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Question about Seker Bayram

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Hi,I'm hoping someone can guide me. Here, in the USA, we wish people a happy holiday, a happy birthday, happy Mother's Day, a happy just about anything. What would be the proper greeting to give a person for Seker Bayram?

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  • 2 weeks later...

This topic will probably draw attention many times..so let me write a few ways that you can use on similar occassions..

First of all, Turks don't say 'bayramlar kutlu olsun'. Instead, they say 'bayramınız kutlu olsun'. This is for more than one person, I mean plural, or simply formal. To your friend 'bayramın kutlu olsun' is ok.

This expression can be used for any special holiday, religous or official doesn't matter. For instance you can say 'şeker bayramınız - ramazan bayramızın kutlu olsun, kurban bayramınız kutlu olsun, cumhuriyet bayramınız kutlu olsun, etc. Şeker bayramı is a common name for the special three days following the ramazan month, when fasting is over. The people who pay more attention to the religious terminology prefer to use the term 'ramazan bayramı'. But it is also commonly called şeker (candy - sugar) bayramı, as candies make that day special. It is a traditon to offer good quality candies, in particular to children, who even visit houses to kiss the hands of adults saying 'bayramınız kutlu olsun and recieve enough candies to fill their pockets, in return. This traditon is so deeply rooted and respected that, in some regions, people go to public cemeteries , on 'şeker bayramı' and leave bags of candies, just to let the children come and take away..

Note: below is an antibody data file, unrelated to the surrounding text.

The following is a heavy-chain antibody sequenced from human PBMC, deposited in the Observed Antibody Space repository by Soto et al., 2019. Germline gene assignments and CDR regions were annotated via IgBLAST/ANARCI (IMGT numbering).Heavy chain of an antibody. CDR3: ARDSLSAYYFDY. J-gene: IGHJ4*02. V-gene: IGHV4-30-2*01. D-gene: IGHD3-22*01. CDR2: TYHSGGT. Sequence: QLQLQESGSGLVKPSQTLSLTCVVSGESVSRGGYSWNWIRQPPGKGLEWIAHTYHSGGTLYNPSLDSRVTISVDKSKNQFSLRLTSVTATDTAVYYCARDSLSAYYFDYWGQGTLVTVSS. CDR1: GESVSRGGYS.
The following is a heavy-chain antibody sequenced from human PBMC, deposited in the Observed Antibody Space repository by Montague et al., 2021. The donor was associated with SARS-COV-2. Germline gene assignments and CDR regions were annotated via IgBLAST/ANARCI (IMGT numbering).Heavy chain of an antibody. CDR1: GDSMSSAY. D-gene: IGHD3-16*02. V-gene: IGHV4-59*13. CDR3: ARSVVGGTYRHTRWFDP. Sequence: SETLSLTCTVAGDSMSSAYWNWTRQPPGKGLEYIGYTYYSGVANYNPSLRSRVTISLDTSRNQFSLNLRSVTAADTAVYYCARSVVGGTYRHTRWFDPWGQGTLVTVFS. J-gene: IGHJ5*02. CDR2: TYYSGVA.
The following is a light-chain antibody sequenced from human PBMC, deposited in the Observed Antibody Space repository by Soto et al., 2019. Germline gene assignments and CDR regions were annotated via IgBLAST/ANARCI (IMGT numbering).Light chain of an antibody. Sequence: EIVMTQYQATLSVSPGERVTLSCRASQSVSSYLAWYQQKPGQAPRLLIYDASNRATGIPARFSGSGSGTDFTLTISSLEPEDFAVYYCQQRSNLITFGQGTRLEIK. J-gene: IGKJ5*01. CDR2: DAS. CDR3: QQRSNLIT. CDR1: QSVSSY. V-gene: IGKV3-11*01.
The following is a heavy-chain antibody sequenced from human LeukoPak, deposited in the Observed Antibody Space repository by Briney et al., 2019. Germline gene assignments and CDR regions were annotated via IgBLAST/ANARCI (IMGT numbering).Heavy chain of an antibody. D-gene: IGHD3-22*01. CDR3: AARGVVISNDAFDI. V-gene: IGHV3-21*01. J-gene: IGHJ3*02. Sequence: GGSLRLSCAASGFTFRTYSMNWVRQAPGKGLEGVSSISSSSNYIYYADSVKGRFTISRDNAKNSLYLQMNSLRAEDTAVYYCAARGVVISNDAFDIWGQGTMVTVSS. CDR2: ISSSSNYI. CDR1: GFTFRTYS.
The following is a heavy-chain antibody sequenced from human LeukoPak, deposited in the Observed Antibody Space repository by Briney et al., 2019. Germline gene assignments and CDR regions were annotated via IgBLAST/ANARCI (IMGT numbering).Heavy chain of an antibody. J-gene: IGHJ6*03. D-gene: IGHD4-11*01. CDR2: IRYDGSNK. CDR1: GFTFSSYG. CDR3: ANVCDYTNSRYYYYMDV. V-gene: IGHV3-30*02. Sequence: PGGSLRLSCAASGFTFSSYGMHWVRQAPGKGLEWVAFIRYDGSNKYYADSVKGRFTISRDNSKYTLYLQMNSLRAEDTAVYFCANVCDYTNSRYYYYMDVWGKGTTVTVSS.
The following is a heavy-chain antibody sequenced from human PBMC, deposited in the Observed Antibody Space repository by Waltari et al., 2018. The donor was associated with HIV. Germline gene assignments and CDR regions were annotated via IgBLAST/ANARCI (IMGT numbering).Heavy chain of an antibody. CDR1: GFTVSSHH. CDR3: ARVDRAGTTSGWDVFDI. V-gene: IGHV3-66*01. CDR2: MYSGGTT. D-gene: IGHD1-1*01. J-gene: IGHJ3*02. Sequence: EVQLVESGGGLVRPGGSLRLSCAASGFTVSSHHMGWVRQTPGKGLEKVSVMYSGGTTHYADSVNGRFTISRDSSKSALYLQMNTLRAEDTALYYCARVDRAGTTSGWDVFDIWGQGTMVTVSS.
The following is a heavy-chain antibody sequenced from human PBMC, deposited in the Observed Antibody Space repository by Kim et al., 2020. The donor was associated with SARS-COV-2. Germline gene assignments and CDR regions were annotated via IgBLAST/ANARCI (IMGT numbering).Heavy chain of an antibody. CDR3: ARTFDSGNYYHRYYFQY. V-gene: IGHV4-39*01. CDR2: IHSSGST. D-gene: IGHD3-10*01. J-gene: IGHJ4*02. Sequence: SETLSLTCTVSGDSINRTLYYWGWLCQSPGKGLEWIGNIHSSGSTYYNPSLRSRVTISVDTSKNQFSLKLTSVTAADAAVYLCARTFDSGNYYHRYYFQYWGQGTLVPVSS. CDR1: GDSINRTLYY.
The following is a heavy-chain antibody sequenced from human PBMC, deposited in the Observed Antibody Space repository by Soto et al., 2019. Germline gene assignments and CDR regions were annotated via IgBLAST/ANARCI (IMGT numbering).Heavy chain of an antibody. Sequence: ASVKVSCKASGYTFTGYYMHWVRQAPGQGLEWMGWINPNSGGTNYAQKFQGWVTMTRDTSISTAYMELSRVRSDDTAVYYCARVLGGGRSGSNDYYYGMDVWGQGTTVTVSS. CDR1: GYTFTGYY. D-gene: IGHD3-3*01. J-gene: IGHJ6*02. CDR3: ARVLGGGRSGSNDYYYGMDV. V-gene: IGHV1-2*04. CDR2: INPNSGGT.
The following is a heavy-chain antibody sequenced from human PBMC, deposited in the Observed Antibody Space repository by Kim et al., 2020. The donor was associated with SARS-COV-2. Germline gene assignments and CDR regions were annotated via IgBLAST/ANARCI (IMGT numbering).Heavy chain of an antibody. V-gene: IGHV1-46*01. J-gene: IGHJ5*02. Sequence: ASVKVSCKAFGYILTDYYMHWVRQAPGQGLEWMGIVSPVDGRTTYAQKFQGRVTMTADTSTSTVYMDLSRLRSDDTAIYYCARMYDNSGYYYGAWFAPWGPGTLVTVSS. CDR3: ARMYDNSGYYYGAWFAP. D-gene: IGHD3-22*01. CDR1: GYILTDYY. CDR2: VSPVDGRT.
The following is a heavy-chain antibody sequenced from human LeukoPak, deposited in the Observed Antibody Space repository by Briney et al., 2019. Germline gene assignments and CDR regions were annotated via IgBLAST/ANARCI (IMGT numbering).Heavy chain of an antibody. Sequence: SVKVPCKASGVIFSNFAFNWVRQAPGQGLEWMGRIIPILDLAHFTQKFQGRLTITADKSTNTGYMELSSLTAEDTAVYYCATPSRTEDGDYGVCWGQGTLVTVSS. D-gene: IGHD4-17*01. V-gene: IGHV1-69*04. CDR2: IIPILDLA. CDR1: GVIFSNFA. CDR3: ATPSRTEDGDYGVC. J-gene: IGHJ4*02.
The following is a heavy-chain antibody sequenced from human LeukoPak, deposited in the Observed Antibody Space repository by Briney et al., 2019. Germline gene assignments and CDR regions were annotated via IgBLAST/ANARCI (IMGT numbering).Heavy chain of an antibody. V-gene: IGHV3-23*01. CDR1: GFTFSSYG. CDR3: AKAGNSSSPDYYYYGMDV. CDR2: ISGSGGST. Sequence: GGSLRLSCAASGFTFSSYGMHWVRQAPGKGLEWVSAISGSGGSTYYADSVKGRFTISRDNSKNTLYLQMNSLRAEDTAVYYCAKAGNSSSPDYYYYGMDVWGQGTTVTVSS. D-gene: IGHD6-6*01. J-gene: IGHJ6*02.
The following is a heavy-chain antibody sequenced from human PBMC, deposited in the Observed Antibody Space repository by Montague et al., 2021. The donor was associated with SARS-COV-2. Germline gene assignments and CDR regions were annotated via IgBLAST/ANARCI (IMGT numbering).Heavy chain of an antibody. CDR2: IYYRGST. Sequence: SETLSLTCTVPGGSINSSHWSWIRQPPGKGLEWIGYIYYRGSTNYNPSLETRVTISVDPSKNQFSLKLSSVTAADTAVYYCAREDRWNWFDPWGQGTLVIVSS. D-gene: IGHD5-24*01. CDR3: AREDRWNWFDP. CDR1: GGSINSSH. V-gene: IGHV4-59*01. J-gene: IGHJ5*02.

Why cemeteries? Probably the souls of deceased children are somehow considered here. Turks had shamanistic believes before Islam, and that culture was rich in traditions related with souls.

Elderly people prefer to say 'mübarek olsun' instead of 'kutlu olsun'. Both mean blessed, but first one (Arabic) sounds more Islamic. In these days, as religion is part of political life and thought, 'mübarek olsun' is trendy. As an expat, you don't need to worry about it, 'kutlu olsun' is ok for you.

Alternatively, you may simply say 'iyi bayramlar'. This expression has no religious reference, it is simply a wish for a good holiday. But this is used mostly when you leave a place. If you visit your neighbour on a religious holiday, 'bayramınız kutlu olsun' is among the first words to be said, not 'iyi bayramlar'. But when you leave the shop you visit right before the hoilday or in it, you can say 'iyi bayramlar' , not as the first words, like 'have a good..' Or if you happen to meet a Turkish friend on your way, you can say 'iyi bayramlar' at the end of conversation.

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